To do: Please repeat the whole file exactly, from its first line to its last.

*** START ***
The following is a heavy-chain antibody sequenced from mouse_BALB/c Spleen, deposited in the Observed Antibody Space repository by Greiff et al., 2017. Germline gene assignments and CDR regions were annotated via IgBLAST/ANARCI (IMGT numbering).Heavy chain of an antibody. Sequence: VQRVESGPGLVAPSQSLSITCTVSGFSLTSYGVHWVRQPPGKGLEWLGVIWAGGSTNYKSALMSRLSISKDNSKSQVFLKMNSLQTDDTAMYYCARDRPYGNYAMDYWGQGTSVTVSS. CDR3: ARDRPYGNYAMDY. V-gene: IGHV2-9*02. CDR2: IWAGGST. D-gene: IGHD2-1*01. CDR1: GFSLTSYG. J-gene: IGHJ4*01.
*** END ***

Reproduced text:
The following is a heavy-chain antibody sequenced from mouse_BALB/c Spleen, deposited in the Observed Antibody Space repository by Greiff et al., 2017. Germline gene assignments and CDR regions were annotated via IgBLAST/ANARCI (IMGT numbering).Heavy chain of an antibody. Sequence: VQRVESGPGLVAPSQSLSITCTVSGFSLTSYGVHWVRQPPGKGLEWLGVIWAGGSTNYKSALMSRLSISKDNSKSQVFLKMNSLQTDDTAMYYCARDRPYGNYAMDYWGQGTSVTVSS. CDR3: ARDRPYGNYAMDY. V-gene: IGHV2-9*02. CDR2: IWAGGST. D-gene: IGHD2-1*01. CDR1: GFSLTSYG. J-gene: IGHJ4*01.